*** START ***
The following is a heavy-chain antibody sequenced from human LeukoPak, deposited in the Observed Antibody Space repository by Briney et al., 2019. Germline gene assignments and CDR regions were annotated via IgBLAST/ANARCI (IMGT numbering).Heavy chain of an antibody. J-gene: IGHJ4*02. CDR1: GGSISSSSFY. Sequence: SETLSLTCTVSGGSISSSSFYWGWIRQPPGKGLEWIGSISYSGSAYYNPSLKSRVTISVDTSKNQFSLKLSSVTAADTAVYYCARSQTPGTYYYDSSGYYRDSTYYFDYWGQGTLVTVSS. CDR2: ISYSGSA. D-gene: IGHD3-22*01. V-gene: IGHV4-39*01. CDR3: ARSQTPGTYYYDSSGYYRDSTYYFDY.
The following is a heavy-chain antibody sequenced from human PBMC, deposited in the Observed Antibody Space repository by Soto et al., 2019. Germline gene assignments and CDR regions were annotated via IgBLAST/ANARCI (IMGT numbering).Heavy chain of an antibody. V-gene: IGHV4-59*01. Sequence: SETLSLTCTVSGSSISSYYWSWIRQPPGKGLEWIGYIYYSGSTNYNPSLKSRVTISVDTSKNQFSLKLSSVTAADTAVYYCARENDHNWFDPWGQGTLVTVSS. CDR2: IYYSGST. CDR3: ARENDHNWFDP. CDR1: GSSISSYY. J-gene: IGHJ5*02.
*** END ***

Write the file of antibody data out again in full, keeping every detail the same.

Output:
The following is a heavy-chain antibody sequenced from human LeukoPak, deposited in the Observed Antibody Space repository by Briney et al., 2019. Germline gene assignments and CDR regions were annotated via IgBLAST/ANARCI (IMGT numbering).Heavy chain of an antibody. J-gene: IGHJ4*02. CDR1: GGSISSSSFY. Sequence: SETLSLTCTVSGGSISSSSFYWGWIRQPPGKGLEWIGSISYSGSAYYNPSLKSRVTISVDTSKNQFSLKLSSVTAADTAVYYCARSQTPGTYYYDSSGYYRDSTYYFDYWGQGTLVTVSS. CDR2: ISYSGSA. D-gene: IGHD3-22*01. V-gene: IGHV4-39*01. CDR3: ARSQTPGTYYYDSSGYYRDSTYYFDY.
The following is a heavy-chain antibody sequenced from human PBMC, deposited in the Observed Antibody Space repository by Soto et al., 2019. Germline gene assignments and CDR regions were annotated via IgBLAST/ANARCI (IMGT numbering).Heavy chain of an antibody. V-gene: IGHV4-59*01. Sequence: SETLSLTCTVSGSSISSYYWSWIRQPPGKGLEWIGYIYYSGSTNYNPSLKSRVTISVDTSKNQFSLKLSSVTAADTAVYYCARENDHNWFDPWGQGTLVTVSS. CDR2: IYYSGST. CDR3: ARENDHNWFDP. CDR1: GSSISSYY. J-gene: IGHJ5*02.